Religion is playing a major role in response to the European economic crisis. As faith-based organizations are increasingly depended upon to meet basic needs, a new landscape of challenges and opportunities is emerging that could result in dramatic shifts in church-state relations. A key question: Can a continent, once seen by many as on an inexorable march toward secularization, create new boundaries between the religious and the secular that respond to social needs in Europe’s increasingly diverse societies?
Questions and Answers with Muna Abdelfattah.
Mainstream media often misrepresents the complicated and dynamic realities of religion in the Middle East. Integral and comprehensive coverage requires long-term, embedded service. That is precisely the kind of work that Muna Abdelfattah has been doing for almost 15 years. Despite the constant threat of silencing from opponents of journalistic freedom, she continues to bring us her invaluable perspective both as a writer at Alaraby Aljadeed newspaper in London and at Makkah newspaper in Saudi Arabia, and as a researcher in political science at the University of Khartoum in Sudan.
The global refugee crisis represents a potential transformational moment in world history. Nations from Africa to Asia to Europe to North America with troubled pasts of ethnic conflict and of putting political and economic self-interest above humanitarian needs have an opportunity to write new chapters in their national stories. Religion is playing and will play a critical role.
Religious fashion matters. It matters to individuals who view wearing head scarves, kippas and turbans as a positive expression of faith, and it matters to societies increasingly setting restrictions on religious attire in response to concerns ranging from security to the belief that increasing diversity represents a threat to the essential character of their nations. So how, in the face of intense political and social pressures, can nations balance issues of religious freedom, tolerance and national identity? A developing body of research sheds some light on the debate.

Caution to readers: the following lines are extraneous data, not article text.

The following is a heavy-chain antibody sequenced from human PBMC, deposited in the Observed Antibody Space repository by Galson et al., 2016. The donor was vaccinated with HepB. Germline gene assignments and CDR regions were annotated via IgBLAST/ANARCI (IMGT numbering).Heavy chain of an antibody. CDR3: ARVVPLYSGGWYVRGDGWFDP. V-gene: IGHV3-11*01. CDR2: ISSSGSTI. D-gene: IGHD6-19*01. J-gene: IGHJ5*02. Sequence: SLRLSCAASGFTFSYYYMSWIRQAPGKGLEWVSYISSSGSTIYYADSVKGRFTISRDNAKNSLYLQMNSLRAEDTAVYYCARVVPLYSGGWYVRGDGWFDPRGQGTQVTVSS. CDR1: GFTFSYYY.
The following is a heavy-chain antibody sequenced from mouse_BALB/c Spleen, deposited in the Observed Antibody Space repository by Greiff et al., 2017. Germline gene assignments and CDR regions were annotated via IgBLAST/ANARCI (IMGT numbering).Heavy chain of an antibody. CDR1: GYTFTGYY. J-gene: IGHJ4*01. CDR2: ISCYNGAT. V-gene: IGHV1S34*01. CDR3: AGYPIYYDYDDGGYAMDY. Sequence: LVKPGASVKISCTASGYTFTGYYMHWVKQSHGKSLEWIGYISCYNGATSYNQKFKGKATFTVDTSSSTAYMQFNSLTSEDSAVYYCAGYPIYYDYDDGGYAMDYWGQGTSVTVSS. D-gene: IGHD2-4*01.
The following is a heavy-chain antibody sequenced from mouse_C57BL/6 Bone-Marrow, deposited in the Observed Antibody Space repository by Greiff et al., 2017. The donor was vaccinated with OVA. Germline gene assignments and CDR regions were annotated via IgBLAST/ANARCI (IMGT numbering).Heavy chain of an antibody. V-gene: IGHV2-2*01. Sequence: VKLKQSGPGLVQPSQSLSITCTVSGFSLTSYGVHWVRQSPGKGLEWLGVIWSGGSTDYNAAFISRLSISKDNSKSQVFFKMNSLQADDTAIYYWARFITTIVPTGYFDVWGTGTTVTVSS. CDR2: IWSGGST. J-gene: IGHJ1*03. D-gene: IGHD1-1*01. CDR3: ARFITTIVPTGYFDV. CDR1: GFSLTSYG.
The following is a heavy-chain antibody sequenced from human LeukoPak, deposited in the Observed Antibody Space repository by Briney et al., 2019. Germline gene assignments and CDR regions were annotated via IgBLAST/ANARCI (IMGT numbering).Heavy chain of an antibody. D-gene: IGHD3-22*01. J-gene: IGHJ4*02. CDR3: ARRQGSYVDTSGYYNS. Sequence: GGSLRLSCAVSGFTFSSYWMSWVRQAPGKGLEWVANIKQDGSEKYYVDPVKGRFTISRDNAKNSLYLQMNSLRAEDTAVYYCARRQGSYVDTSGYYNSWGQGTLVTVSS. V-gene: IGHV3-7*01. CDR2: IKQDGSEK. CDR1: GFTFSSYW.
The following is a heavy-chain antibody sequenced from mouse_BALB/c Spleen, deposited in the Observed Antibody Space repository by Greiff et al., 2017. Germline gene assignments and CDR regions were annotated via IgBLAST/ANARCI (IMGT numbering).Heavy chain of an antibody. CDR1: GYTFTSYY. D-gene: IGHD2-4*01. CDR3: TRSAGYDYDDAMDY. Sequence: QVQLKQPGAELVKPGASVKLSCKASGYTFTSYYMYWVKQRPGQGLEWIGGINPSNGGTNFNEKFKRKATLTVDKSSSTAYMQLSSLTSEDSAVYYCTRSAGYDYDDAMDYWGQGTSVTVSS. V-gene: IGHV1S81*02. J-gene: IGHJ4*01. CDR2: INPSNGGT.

An increasing importance of faith, an openness to alternative medicine and a lack of access to quality care are contributing to a resurgence in religious healing among Arab Muslims. The tasks that lie ahead include creating stronger, cooperative relationships among the religious and medical communities, and building health-care systems enabling citizens to receive quality medical care at a price they can afford.
How extremist organizations that preach violence have gained such a foothold in Pakistan is less a story of faith than a textbook example of the cycle of violence and conflict that erupts when governments and political interest groups use favoritism and coercion to manipulate religion to their own ends. The result is the world’s second-largest Muslim nation finds itself in its fourth decade of warfare, with a precarious democracy hanging in the balance.
At their best, faith-based organizations and religious communities have embraced Ebola victims with loving care, heedless of their own safety in treating the suffering and working with public health officials in education and prevention efforts. Still, amid the uncertainty that has gripped governments, world health officials and religious groups alike, responses have been varied over religious rituals such as Muslim and traditional African burial practices encouraging the washing of the dead, Christian practices such as exchanging hugs and handshakes and receiving communion orally and the reliance on traditional healers that provide sources of comfort and hope to believers but also pose public health risks.
The transition to more religiously and ethnically diverse societies is rarely a smooth one. An economic downturn and heightened security fears have made it particularly challenging for countries throughout Europe. Amid the turmoil, many governments have forgone efforts at social integration in favor of legislation restricting religious freedom. But research indicates such efforts only increase conflict.[